There are also other, deeper threats looming for Quebec humor. On Feb. 15, the Supreme Court of Canada will rule on whether or not comedian Mike Ward's mocking of a young disabled singer is permissible in the name of humor. Corrosive, subversive, even outrageous humor is not very popular in Quebec these days. "Today, most acts revolve around the private life, with comedians telling stories about their everyday life, their car, their wife or their boyfriend husband or partner, but few dare to take on social or political satire, much less transgression," says Marc Laurendeau, an ex-comedian turned journalist.

Louise Richer, the founder of the Ecole nationale de l'Humour in Montreal, recognizes movements such as #MeToo, Black Live Matters and the emergence of diversity and gender issues for making people think about a crucial question: "How can we talk about all this while remaining funny?" But she also describes a world of humor in full transition: "Like tectonic plates, two movements clash: On the one hand, political correctness tends to make a joke fall flat, but on the other, I see our students' desire to renew their spirit of provocation."

➡️ Read more on Worldcrunch.com

Koala crosses highway, causes six-car pile up

A koala was blamed for a six-car crash in southern Australia, as reported by9News Adelaide. Just after 7 a.m. Monday, a driver stopped to help a koala cross the South Eastern Freeway, around the city of Adelaide. The driver's vehicle was rear-ended, resulting in a chain of collisions. Though no serious injuries were reported, there were major traffic delays through the morning.

But did the koala get to the other side of the road? Luckily, the wandering marsupial (which national environmental laws include in a list of vulnerable species) was unharmed and taken back to safety in the wild — but not before taking the time to be filmed behind the wheel of its rescuer's car.

➡️ Keep up with all the planet's police reports and plot twists on Worldcrunch.com

116 years old

French nun Sister Andre, Europe's oldest person, has beaten COVID-19 on the eve of her 117th birthday. She had tested positive in her retirement home in southern France but had displayed no symptoms. Born Feb. 11, 1904, Sister Andre is also the second-oldest living person in the world, according to the Gerontology Research Group's World Supercentenarian Rankings List.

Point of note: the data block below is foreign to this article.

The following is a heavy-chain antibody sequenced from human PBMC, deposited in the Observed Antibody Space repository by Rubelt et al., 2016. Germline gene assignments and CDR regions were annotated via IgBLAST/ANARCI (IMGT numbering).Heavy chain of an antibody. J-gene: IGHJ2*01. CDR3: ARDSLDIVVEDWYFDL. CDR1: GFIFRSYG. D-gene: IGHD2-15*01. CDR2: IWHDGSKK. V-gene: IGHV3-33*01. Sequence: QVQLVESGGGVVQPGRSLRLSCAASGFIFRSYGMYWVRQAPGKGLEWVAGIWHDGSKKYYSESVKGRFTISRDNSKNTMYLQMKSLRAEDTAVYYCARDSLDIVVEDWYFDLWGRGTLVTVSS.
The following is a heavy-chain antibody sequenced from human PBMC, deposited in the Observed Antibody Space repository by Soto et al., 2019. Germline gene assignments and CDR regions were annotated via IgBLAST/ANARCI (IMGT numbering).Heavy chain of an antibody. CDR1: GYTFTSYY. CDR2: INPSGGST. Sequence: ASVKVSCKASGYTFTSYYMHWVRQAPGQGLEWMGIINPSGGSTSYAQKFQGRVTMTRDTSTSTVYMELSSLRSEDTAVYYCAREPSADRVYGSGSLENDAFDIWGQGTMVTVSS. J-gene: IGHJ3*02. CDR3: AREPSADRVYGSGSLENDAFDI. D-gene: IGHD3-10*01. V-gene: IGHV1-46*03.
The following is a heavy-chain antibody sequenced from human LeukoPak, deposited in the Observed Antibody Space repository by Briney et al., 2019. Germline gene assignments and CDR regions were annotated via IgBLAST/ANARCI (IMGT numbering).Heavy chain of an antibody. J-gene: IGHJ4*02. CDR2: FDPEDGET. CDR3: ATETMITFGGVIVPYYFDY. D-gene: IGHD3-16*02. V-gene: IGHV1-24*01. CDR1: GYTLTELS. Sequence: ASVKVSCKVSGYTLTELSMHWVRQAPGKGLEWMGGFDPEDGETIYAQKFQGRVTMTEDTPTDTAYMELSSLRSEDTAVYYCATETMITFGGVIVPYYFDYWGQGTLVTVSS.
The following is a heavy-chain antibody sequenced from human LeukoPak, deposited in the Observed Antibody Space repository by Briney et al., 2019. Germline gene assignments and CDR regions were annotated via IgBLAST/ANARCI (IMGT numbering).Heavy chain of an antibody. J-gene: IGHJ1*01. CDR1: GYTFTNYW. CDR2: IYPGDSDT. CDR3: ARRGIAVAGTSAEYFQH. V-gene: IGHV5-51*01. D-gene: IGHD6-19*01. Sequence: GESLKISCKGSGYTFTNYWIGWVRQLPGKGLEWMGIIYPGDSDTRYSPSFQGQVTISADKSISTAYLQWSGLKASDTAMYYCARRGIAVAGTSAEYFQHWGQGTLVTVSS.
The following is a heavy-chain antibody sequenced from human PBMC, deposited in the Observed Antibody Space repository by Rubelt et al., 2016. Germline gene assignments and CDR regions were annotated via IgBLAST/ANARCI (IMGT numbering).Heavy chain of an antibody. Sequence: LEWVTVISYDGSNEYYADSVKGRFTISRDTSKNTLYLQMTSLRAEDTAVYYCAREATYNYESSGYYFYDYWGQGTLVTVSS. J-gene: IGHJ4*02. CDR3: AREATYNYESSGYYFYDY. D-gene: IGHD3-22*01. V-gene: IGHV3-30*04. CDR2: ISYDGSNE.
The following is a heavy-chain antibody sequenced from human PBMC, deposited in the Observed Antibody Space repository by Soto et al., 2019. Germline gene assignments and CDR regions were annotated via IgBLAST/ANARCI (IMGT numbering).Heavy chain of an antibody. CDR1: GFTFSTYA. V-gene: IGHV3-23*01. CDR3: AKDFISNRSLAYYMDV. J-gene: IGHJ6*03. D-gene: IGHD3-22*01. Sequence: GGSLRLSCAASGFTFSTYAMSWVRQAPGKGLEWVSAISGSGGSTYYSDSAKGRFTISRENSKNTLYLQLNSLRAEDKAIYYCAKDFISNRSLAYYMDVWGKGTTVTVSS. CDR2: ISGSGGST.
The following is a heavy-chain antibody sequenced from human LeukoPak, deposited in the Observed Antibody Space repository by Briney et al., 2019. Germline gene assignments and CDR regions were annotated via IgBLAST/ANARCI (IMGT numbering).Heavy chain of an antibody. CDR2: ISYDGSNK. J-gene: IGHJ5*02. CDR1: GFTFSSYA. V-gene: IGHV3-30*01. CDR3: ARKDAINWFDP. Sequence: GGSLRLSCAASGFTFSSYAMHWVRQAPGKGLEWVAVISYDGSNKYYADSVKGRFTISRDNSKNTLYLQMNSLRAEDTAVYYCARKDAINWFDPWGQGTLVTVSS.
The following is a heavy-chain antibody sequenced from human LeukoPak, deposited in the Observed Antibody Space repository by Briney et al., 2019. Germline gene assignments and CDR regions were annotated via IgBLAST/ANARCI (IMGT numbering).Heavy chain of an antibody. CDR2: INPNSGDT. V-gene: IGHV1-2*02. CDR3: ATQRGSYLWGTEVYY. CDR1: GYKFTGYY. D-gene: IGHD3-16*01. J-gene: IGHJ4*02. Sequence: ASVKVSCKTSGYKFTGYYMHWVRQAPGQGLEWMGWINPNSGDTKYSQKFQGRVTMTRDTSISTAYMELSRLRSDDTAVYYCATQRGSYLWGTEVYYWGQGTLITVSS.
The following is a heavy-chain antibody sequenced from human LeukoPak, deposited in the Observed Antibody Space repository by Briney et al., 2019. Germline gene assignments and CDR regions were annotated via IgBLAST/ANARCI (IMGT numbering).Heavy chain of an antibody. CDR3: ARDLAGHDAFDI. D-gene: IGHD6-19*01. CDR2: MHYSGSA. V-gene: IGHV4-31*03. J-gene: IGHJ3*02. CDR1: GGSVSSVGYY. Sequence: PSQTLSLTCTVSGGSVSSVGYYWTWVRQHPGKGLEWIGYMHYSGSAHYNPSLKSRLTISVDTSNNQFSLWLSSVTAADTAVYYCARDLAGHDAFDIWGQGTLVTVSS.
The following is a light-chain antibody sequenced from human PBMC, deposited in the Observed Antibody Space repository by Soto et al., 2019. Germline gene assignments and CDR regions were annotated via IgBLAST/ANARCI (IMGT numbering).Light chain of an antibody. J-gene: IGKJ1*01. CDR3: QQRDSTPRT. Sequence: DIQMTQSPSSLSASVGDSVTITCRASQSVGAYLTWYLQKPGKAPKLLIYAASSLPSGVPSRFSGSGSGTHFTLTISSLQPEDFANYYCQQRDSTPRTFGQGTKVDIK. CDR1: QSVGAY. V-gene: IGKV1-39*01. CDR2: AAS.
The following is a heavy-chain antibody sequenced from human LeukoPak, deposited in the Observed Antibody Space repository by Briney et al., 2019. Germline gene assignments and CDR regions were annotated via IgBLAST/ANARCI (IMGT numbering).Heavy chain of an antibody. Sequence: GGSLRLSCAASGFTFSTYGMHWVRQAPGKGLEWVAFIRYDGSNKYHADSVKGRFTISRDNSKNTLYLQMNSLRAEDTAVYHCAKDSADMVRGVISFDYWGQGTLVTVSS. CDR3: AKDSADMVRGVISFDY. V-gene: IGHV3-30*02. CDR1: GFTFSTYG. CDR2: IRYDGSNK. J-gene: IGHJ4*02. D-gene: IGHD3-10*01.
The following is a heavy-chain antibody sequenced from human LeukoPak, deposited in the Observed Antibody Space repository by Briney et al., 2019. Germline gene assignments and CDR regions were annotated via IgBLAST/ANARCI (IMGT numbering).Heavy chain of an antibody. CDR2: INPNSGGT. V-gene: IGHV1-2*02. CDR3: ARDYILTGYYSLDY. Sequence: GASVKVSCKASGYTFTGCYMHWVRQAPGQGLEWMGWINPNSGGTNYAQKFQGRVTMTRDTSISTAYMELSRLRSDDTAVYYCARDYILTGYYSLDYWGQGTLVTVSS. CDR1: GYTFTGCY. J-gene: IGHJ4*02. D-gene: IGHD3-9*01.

Presidents can't inflame insurrection in their final weeks and then walk away like nothing happened.

— U.S. Representative Joe Neguse of Colorado told Senators during the opening of the Senate impeachment trial of former U.S. President Donald Trump. In a vote 56 to 44, the Senate rejected Trump's defense team's claim that it would be unconstitutional to prosecute a president after he left the office.

You've reached your limit of free articles.

To read the full story, start your free trial today.

Get unlimited access. Cancel anytime.

Exclusive coverage from the world's top sources, in English for the first time.

Insights from the widest range of perspectives, languages and countries.

eyes on the U.S.

Murdoch Resignation Adds To Biden's Good Luck With The Media — A Repeat Of FDR?

Robert Murdoch's resignation from Fox News Corp. so soon before the next U.S. presidential elections begs the question of how directly media coverage has impacted Joe Biden as a figure, and what this new shift in power will mean for the current President.

Close up photograph of a opy of The Independent features Rupert Murdoch striking a pensive countenance as his 'News of the World' tabloid newspaper announced its last edition will run

July 7, 2011 - London, England: A copy of The Independent features Rupert Murdoch striking a pensive countenance as his 'News of the World' tabloid newspaper announced its last edition will run July 11, 2011 amid a torrid scandal involving phone hacking.

Mark Makela/ZUMA
Michael J. Socolow

Joe Biden was inaugurated as the 46th president of the United States of America on Jan. 20, 2021.

Imagine if someone could go back in time and inform him and his communications team that a few pivotal changes in the media would occur during his first three years in office.

There’s the latest news that Rubert Murdoch, 92, stepped down as the chairperson of Fox Corp. and News Corp. on Sept. 21, 2023. Since the 1980s, Murdoch, who will be replaced by his son Lachlan, has been the most powerful right-wing media executivein the U.S.

While it’s not clear whether Fox will be any tamer under Lachlan, Murdoch’s departure is likely good news for Biden, who reportedly despises the media baron.

Keep reading...Show less

The latest